Because of this they are a common way to populate bioactive terrariums, and make fun breeding projects. But you can end up with an awful lot of them very quickly, and due to the ease of mating you won’t get people falling over themselves to buy your babies.
The hot topic of the isopod world, Cubaris sp is a bit of a rockstar. These arch domed isopods have little kicked up troughs around their edges that give them a really unique look. Their eyes are defined black dots and their bold patterns have been capturing hearts since their discovery just a few years ago.
The pinnacle of the Cubaris world at the moment is the sought after Rubber Ducky. They are orange and grey striped, and undeniably adorable.
This species are considered hard to keep and breed, which is why they cost so much money to buy. I’ve been lucky enough to be given a set of six Rubber Duckies by a reptile shop owner friend, but I also have some Panda Kings that I ordered online. The same variety just in black and white markings, and whom I’ve managed to keep happy and breeding for a while now. So my hopes for propagating the Rubber Duckies are high!
Cubaris need higher humidity than their Armadillidium and Porcellio friends, so I put a higher proportion of sphagnum moss in the enclosure and spray them down more enthusiastically once a day.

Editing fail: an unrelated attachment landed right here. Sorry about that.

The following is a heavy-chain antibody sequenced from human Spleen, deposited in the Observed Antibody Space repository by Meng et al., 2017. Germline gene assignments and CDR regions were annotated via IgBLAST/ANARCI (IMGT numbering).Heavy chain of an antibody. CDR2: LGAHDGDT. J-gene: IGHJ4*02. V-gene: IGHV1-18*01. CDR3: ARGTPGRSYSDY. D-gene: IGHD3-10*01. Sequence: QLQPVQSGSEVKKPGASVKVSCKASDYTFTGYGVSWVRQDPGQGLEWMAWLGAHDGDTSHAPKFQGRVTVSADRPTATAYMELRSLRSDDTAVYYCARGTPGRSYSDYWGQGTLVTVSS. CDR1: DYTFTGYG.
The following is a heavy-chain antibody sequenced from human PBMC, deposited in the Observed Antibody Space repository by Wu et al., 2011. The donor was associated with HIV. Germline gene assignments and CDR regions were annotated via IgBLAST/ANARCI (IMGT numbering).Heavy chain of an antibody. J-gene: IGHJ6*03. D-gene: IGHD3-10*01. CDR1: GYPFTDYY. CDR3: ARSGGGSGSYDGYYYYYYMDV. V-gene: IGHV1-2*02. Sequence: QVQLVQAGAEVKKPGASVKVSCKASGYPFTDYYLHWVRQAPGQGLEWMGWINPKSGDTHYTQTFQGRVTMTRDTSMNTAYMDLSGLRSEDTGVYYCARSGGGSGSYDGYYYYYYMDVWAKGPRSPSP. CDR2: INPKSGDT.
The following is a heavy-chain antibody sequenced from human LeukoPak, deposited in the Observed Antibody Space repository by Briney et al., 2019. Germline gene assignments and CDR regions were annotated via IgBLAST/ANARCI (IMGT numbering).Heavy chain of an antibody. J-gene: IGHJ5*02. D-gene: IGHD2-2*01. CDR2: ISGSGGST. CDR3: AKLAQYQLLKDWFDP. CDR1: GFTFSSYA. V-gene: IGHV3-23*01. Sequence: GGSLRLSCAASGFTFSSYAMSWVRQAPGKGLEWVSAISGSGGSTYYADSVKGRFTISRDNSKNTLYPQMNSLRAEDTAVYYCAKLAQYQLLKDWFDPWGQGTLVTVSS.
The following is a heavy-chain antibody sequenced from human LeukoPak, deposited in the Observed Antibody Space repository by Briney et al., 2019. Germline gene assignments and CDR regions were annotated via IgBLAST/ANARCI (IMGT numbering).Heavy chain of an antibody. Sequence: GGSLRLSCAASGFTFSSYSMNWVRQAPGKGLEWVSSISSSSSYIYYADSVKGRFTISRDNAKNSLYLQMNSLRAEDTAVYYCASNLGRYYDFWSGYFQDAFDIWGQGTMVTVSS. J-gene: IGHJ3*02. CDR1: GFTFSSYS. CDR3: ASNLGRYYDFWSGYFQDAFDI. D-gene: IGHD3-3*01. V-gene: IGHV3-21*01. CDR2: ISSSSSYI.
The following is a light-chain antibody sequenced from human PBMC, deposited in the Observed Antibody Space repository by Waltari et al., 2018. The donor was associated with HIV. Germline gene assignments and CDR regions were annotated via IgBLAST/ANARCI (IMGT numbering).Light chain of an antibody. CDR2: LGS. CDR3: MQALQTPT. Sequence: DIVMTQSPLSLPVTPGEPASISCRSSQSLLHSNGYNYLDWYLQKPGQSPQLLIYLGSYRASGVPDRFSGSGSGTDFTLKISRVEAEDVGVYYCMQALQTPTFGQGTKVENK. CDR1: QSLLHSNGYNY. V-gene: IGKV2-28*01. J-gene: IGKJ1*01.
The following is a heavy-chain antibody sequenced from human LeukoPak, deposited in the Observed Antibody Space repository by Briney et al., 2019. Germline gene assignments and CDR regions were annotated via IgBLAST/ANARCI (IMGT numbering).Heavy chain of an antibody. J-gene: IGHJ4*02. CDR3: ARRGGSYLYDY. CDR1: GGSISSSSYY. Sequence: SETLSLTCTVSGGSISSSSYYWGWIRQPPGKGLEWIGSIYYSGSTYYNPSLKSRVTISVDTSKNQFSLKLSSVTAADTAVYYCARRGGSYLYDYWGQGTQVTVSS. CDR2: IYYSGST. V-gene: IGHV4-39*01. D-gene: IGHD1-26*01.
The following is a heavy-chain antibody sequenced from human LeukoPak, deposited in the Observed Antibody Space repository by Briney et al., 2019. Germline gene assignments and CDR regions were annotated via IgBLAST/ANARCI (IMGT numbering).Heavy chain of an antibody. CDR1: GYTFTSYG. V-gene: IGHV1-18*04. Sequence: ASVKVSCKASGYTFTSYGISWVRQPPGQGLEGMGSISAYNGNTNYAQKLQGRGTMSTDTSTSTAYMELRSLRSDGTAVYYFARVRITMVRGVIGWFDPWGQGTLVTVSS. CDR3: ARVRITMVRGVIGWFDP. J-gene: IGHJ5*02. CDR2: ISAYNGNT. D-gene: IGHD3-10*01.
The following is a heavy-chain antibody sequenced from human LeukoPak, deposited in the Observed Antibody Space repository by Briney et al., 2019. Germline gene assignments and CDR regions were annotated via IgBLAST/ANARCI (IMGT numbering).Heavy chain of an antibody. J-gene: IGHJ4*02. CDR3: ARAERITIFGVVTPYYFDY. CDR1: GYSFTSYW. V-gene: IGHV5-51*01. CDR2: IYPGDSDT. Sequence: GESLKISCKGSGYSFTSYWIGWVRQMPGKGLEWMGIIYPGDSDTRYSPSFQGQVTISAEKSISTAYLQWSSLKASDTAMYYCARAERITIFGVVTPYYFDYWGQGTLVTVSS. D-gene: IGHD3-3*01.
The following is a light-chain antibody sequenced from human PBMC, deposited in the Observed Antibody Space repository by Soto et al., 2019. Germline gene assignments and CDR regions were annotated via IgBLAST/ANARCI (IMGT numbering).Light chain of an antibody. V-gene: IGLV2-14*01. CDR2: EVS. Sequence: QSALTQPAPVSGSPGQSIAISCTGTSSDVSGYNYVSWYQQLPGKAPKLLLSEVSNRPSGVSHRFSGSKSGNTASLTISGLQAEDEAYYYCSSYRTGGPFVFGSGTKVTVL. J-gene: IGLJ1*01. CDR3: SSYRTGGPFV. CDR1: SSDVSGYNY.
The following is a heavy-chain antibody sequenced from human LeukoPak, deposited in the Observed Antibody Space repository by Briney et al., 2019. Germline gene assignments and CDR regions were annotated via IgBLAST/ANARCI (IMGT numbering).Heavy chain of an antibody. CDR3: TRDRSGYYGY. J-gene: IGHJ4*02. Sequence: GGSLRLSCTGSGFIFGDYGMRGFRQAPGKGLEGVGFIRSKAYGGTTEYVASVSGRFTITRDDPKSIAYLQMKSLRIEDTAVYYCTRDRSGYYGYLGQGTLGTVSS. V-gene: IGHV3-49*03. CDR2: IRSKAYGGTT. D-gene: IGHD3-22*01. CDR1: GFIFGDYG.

Which Is The Best Pet Isopod?
The best isopods as pets depends on what you want from your little critters. Looking for something rare to make a conversation piece, go with Cubaris sp. Love confidence and bright patterns? Then you can’t go wrong with Armadillidium. And if you are looking for something that’s fast, fun and easy to breed then Porcellio are your group.
Personally my favorites are the cute Cubaris sp Panda Kings, my relatively new enormous Titan Porcellio and the classic clow Aramdillidium. So one of each isopod type!
Basic Isopod Set Up
Small totes with some ventilation are the most popular way of keeping isopods, and mine are in a combination of these and tailor made feeder tanks. Just make sure that they have ventilation, but that the holes in it are not big enough for tiny baby isopods to escape through.
Put a couple of inches deep of soil in the bottom, then what I do is place cork bark in one half and a blotch of sphagnum moss on the other side. Do think that you need a slightly different humidity for Cubaris, in my opinion. I’ve found they do best if nearly half the tank is moss.
Feeding Isopods As Pets
Dried leaves make up the majority of most pet isopods diets, along with bark that will remain in their enclosure indefinitely. I also around once a week offer my pet isopods a tiny flake of fish food, some of our leftover vegetables, a dab or gecko diet or piece of cuttlefish.
Depending on how big your tub is and how much moss you’re using, you’ll need to spray down the tank between once a day and once a week. What to look out for is that the moss feels slightly damp to the touch. My spiderling tubs that hold isopods I spray down very lightly once a day, the ones in the less well ventilated totes are fine with just a spritz once a week.